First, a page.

The shortbread recipe I use isn't like the traditional thick Scottish shortbread. I much prefer this version which is light and delicate and melts in your mouth.

Makes about 24

175g softened unsalted butter
90g caster sugar (and a little to sprinkle on top)
pinch of salt
2 medium sized egg yolks
200g plain white flour
1 tablespoon very finely chopped rosemary
grated zest of one lemon

In a food mixer (with the paddle beater attachment on) cream the butter and sugar together until very pale. Add the egg yolks, salt, lemon zest and rosemary. Beat for another minute then fold in the flour to make a soft dough. Flour a work surface and shape the dough into a wide flat disk. Wrap it in clingfilm and put in the fridge to firm up for about an hour. You can't cheat & skip this bit or it'll just fall apart.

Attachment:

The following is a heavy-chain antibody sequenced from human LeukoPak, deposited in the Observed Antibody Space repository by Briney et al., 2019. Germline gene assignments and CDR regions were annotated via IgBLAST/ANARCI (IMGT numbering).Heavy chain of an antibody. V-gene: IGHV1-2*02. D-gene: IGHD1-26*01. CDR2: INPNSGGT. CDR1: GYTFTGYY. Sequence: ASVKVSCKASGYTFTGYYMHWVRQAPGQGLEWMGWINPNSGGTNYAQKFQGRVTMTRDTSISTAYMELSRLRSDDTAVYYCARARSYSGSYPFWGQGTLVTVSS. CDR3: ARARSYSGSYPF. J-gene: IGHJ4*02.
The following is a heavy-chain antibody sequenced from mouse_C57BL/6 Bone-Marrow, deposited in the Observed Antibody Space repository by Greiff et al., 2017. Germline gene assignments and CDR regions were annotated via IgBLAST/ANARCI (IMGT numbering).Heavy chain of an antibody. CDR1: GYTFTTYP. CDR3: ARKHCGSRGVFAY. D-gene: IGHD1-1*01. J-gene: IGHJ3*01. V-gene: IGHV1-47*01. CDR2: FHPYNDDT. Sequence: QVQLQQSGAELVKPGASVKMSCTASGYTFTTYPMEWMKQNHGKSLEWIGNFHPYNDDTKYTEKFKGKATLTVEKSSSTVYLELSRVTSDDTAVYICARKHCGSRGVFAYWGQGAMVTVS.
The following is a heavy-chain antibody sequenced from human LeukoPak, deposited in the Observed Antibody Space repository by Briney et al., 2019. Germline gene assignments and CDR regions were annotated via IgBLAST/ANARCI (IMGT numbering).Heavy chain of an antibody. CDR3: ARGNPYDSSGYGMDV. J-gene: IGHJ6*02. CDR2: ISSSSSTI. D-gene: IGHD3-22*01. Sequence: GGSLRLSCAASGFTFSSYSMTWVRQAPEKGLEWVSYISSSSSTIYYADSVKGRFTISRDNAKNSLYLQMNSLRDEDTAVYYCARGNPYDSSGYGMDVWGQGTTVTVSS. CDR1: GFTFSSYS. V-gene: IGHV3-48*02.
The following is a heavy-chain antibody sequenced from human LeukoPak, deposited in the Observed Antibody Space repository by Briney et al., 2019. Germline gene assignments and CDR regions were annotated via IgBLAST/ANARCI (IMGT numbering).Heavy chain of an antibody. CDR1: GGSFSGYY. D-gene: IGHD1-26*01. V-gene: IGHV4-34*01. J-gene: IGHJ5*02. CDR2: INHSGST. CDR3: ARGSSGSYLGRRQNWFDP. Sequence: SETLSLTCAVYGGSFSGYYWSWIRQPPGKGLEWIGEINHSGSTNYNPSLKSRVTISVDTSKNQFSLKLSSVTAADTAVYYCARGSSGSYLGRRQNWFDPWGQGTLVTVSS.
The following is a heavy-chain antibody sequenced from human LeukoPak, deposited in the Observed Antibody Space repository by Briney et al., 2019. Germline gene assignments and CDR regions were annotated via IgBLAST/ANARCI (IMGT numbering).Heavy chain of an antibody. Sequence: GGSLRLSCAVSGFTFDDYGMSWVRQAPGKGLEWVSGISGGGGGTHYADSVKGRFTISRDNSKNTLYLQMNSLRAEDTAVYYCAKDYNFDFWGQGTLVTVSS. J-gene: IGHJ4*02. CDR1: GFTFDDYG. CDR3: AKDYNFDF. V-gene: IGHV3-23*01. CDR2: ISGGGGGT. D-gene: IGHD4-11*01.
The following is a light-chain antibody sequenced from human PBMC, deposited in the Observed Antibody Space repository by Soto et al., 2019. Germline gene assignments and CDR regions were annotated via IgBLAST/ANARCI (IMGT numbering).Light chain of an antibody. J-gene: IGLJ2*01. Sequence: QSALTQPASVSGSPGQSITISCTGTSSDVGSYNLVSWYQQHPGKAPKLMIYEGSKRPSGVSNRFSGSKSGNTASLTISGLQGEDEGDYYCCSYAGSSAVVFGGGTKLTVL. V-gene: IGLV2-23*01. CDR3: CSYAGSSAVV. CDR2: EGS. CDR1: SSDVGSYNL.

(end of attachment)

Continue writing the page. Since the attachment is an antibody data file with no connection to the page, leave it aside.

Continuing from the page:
Pre-heat the oven to 180°C/GM4. Unwrap and roll out the dough on a floured surface until it's about 3mm thick. Use a 6mm pastry cutter & stamp out as many as you can (should be about 24). Carefully transfer them using a wide knife to a non-stick baking sheet, or one that you've lined with baking parchment.

Bake for just 7-10 minutes until the edges are just starting to go golden but the middles are still pale. They will still be soft - don't panic...they firm up! Sprinkle a little more sugar on top of the still hot shortbread. Leave on the baking sheet for a couple of minutes and then transfer to a cooling rack.